WOMEN'S HEALTH AND LOW-INCOME HOUSING

Authors

  • Karen Welch mph

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    • Karen Welch received her MPH from Boston University School of Public Health, where she majored in International Health and Maternal and Child Health. While at Boston University, Ms. Welch completed the Maternal and Child Health Leadership Program and was a fellow in the AmeriCorps Health and Housing Program in which she was assigned to live and work with low-income families in the greater Boston area. Her role vis-à-vis public housing residents included that of health educator, case manager, community organizer, teacher or tutor, housing authority liaison, friend, and neighbor. Ms. Welch has also worked as a teacher and development worker with the Peace Corps.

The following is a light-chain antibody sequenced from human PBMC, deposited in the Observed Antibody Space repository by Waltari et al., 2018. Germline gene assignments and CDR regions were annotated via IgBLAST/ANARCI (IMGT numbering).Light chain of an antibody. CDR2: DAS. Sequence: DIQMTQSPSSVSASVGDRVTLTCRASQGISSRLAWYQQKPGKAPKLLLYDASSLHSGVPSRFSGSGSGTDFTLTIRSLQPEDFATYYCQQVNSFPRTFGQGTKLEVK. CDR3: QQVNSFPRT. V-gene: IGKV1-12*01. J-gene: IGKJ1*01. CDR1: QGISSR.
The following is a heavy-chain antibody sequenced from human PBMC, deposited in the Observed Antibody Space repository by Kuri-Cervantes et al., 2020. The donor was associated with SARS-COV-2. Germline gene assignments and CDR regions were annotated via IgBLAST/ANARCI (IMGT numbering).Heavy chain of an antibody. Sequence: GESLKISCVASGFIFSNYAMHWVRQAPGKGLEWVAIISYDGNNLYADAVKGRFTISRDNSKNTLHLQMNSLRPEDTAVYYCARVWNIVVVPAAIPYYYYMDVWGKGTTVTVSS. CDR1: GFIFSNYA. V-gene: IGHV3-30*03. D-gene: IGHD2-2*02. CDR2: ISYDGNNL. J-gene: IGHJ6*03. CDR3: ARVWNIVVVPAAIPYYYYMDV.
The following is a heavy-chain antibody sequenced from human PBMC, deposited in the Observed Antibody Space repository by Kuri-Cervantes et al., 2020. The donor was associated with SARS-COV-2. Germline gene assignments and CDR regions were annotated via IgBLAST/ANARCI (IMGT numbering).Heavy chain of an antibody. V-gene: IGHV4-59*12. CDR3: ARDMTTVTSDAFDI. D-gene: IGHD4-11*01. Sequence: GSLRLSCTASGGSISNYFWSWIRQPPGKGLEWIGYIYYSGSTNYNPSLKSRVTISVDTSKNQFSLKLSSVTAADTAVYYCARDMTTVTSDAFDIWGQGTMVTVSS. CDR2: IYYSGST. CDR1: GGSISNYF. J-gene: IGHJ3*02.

Boston University School of Public Health, Department of Maternal and Child Health, 715 Albany Street, Boston, MA 02118.

ABSTRACT

The inequities in health care and housing access experienced by low-income women in the United States are a continuing concern. This article addresses the interrelationships between housing and health as experienced by low-income clients so that health care practitioners can begin to build active and effective health-promoting partnerships with clients, their families, and their communities. A case study is presented that describes the actual experience of a woman living in a low-income housing development and its effect on her health and access to health care. The importance of the role of midwives in addressing the health care and advocacy needs of women in substandard housing is highlighted.

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